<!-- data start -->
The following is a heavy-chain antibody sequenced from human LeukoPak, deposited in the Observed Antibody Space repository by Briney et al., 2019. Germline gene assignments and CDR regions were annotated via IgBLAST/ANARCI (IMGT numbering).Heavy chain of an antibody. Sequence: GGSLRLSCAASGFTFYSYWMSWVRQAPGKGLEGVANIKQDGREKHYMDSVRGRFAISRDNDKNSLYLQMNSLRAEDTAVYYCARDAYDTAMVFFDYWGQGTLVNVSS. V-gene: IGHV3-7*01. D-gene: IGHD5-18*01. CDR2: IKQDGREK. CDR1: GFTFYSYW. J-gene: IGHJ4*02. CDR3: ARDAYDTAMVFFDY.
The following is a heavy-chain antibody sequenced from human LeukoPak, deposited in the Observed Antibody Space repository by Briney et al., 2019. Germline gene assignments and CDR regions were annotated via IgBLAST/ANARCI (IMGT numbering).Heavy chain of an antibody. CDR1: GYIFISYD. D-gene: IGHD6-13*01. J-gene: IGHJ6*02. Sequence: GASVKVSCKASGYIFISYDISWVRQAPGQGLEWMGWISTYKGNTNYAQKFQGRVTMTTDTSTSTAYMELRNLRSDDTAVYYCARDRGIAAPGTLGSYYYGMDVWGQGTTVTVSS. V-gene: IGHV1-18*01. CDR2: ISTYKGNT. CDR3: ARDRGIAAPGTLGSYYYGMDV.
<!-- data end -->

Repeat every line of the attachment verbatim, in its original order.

The following is a heavy-chain antibody sequenced from human LeukoPak, deposited in the Observed Antibody Space repository by Briney et al., 2019. Germline gene assignments and CDR regions were annotated via IgBLAST/ANARCI (IMGT numbering).Heavy chain of an antibody. Sequence: GGSLRLSCAASGFTFYSYWMSWVRQAPGKGLEGVANIKQDGREKHYMDSVRGRFAISRDNDKNSLYLQMNSLRAEDTAVYYCARDAYDTAMVFFDYWGQGTLVNVSS. V-gene: IGHV3-7*01. D-gene: IGHD5-18*01. CDR2: IKQDGREK. CDR1: GFTFYSYW. J-gene: IGHJ4*02. CDR3: ARDAYDTAMVFFDY.
The following is a heavy-chain antibody sequenced from human LeukoPak, deposited in the Observed Antibody Space repository by Briney et al., 2019. Germline gene assignments and CDR regions were annotated via IgBLAST/ANARCI (IMGT numbering).Heavy chain of an antibody. CDR1: GYIFISYD. D-gene: IGHD6-13*01. J-gene: IGHJ6*02. Sequence: GASVKVSCKASGYIFISYDISWVRQAPGQGLEWMGWISTYKGNTNYAQKFQGRVTMTTDTSTSTAYMELRNLRSDDTAVYYCARDRGIAAPGTLGSYYYGMDVWGQGTTVTVSS. V-gene: IGHV1-18*01. CDR2: ISTYKGNT. CDR3: ARDRGIAAPGTLGSYYYGMDV.